Finally, the notice should go beyond merely providing the borrower with a means to contact the lender. The notice should actively encourage communication between the borrower and lender to determine the best option to move forward while avoiding foreclosure and exploring other options available to the borrower. A change in work status, health issues, or other short-term economic changes may lead a borrower to fall behind on payments. While these events may lead to a temporary inability to pay, they should not prevent the borrower from catching up, nor should they sever the relationship between the parties. Ideally, a lender who demonstrates an understanding of the borrower’s situation will generate more business from that borrower. Even if it does not directly lead to more business, finding alternative solutions for a temporary nonpayment prevents lenders from investing additional time and resources into a default that will be cured as soon as the borrower returns to normalcy.
1 Minn. Stat. § 47.20, subd. 8(3) (requiring a lender to give the borrower a written notice of default for mortgages on real property to noncorporate borrowers with an original principal amount of less than $100,000).
3 Defining “single family mortgage” as a mortgage that “covers property on which there is located a 1- to 4-family residence” that is either (i) held by the Secretary of Housing and Urban Development under title I or II of the National Housing Act, or (ii) secures a loan obligation of the Secretary under section 1452b of Title 42 as it existed before repeal. 12 U.S.C. § 3752(10).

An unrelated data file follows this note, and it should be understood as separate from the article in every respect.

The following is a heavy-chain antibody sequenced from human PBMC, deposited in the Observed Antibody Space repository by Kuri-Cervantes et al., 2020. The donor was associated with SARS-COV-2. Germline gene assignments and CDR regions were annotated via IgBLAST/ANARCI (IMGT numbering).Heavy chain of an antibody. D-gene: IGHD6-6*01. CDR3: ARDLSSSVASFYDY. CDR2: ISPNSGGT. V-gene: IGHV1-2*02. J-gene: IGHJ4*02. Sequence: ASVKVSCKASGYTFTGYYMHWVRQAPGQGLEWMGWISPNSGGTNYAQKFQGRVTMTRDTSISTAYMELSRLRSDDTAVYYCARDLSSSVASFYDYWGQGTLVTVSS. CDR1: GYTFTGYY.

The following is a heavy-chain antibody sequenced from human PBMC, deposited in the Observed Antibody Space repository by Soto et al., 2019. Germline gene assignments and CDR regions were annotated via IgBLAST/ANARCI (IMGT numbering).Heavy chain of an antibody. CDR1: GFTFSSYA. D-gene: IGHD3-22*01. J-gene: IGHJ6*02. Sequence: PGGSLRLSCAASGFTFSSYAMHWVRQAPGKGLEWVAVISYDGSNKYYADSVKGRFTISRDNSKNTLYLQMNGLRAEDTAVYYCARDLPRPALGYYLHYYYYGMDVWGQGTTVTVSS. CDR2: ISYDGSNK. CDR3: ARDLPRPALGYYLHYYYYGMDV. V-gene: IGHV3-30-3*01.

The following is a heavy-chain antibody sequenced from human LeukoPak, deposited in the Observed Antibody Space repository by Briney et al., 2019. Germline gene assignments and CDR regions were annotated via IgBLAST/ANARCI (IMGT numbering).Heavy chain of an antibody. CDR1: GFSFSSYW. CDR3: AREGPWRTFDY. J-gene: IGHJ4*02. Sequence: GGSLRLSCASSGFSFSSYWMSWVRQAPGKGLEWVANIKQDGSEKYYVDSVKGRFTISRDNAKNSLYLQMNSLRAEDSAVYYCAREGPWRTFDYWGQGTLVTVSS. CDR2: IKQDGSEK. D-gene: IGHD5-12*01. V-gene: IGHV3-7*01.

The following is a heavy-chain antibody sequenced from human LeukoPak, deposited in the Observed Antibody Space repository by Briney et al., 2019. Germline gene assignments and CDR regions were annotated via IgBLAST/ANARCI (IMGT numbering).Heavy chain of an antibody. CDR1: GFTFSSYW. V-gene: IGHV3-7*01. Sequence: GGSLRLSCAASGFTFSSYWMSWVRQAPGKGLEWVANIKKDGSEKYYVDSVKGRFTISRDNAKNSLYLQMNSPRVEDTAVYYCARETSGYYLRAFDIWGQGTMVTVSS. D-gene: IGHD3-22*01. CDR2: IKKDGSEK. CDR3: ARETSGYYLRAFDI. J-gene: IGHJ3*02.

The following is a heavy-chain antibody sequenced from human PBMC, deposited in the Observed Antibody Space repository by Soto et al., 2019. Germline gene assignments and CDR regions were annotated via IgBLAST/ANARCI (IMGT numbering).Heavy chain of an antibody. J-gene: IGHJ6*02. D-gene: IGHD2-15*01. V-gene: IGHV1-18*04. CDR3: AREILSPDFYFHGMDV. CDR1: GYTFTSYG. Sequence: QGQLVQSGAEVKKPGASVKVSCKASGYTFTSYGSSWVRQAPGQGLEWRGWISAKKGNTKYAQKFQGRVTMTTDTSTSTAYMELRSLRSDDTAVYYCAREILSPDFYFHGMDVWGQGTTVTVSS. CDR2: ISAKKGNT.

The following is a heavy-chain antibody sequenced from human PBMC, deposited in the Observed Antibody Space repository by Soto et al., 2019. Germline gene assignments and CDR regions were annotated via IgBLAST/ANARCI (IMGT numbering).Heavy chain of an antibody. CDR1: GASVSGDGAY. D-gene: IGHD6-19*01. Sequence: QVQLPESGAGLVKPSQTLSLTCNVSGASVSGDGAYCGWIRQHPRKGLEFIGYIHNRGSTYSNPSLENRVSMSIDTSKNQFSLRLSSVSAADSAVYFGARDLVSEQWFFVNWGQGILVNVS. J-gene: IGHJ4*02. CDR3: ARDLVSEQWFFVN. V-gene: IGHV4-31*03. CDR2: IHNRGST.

4 Defining “multifamily mortgage” as a mortgage held by the Secretary of Housing and Urban Development pursuant to either (A) section 608 or 801, or Title II or X, of the National Housing Act; (B) section 312 of the Housing Act of 1964, as it existed immediately before its repeal by the Cranston-Gonzalez National Affordable Housing Act (“CGNAHA”); (C) section 202 of the Housing Act of 1959, as it existed immediately prior to its amendment by section 801 of the CGNAHA; (D) section 202 of the Housing Act of 1959, as amended by section 801 of the CGNAHA; and (E) section 811 of the CGNAHA.
5 12 U.S.C. §§ 3706(a)(1)-(8) and 3757(3)-(10).
6 12 U.S.C. § 3757(1)-(2), (11).
7 Papes v. CitiMortgage, Inc., 2013 WL 2149883 (Minn. Ct. App. 2013).